Written by the TreasureGuide for the exclusive use of treasurebeachesreport.blogspot.com.I started to talk about strategies one day not long ago. The first thing I pointed out is that the selection of a strategy should depend upon how you value different things. If you ask people if they'd rather find a valuable piece of modern jewelry or an old coin, different people will give you different answers. Some people like to find things that do not necessarily have a high economic value, while others are primarily interested in the economic value of their finds. Some people are analytical and have a good idea of what they want to accomplish and know how they value things. In order to select the most effective strategy, you first have to be clear about how you value things and what you want to find.
|Iron Viking Tools Found by Metal Detector.|
Source: see link below.
Different people utilize different decision strategies. The eternal optimist, for example, tends to use what those who study decision theory refer to as the Maximax strategy. They consider the best possible thing that could happen and make decisions based upon the best possible outcome. They think of big finds, and don't think so much about the possible cost.
Treasure hunters are generally optimists to some degree. They have to expect finding something and probably dream of finding something in particular. The prime example of the eternal optimist is Mel Fisher, who was able to search for the Atocha year after year without being discouraged and giving up. He expected to find it and looked at every day as if that day would be the day. Most people are not that optimistic.
If you are a pessimist, you probably won't be a treasure hunter very long, if you start at all.
The pessimistic person thinks of what can go wrong and thinks in terms of minimizing negative outcomes. They will tend to go after safe and easy targets.
The best decision strategies are informed by data and a clear estimate of the value of different finds and the probabilities of different finds. At sites that you have hunted many times and studied the signs, you'll have a good idea of the probability of different kinds of targets under different conditions.
The probability of a find can only be estimated. The estimate should be heavily based upon past experience and analysis of the situation.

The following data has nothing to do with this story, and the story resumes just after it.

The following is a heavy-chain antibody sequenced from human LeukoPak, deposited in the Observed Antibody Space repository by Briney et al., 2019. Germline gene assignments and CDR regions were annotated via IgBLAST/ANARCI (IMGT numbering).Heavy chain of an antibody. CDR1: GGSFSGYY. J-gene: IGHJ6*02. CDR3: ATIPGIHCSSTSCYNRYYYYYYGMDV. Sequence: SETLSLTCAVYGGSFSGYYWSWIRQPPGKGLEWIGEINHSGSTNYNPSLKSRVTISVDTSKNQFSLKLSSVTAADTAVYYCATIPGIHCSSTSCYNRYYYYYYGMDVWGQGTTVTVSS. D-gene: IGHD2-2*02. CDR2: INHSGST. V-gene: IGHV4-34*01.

I once did post on math for metal detecting. That was my 7/10/14 post if you want to take a look at it. You can find that post by entering "math" into the blog search box.
One day not long ago, I was working a coin hole and decided to leave the coin hole to check another area. The other area was an area that in the past had produced some older items. Why did I decide to leave a coin hole when it was still producing? The answer is that the hole would most likely produce modern coins and cheap modern jewelry. How did I know that? From past finds and what I had dug to that point. I also knew the type of people that normally visit that site.
While you hunt, collect data. I always recommend keeping detailed records of finds, most especially the first few years you detect. After a few years you'll know a lot about different beaches and what they produce. Always observe and be ready to modify your thinking.
One of my main strategies is sampling. Even if I think I can tell by looking at a beach, I'll often make a quick check with my detector to make sure my assessment is correct. Sample to learn, and sample to verify.
The exciting find first came to the attention of Holm and her colleagues when a couple of amateur archaeologists with metal detectors found a signal near to the fortress’ east gate.
“We could see that there was something in the layers [of soil] around the east gate. If it had been a big signal from the upper layers then it could’ve been a regular plough, but it came from the more ‘exciting’ layers. So we dug it up and asked the local hospital for permission to borrow their CT-scanner,” says Holm.
There suspicions proved to be correct and they discovered a large collection of iron that immediately looked like tools. Even though the toolbox itself was long gone--wood rots away over time--but the placement of the objects suggested that they were not simply random finds...
Darrel S. reports that a number of detectorists were at Turtle Trail early Tuesday. The blue bags were still showing, but it didn't seem anyone did any good.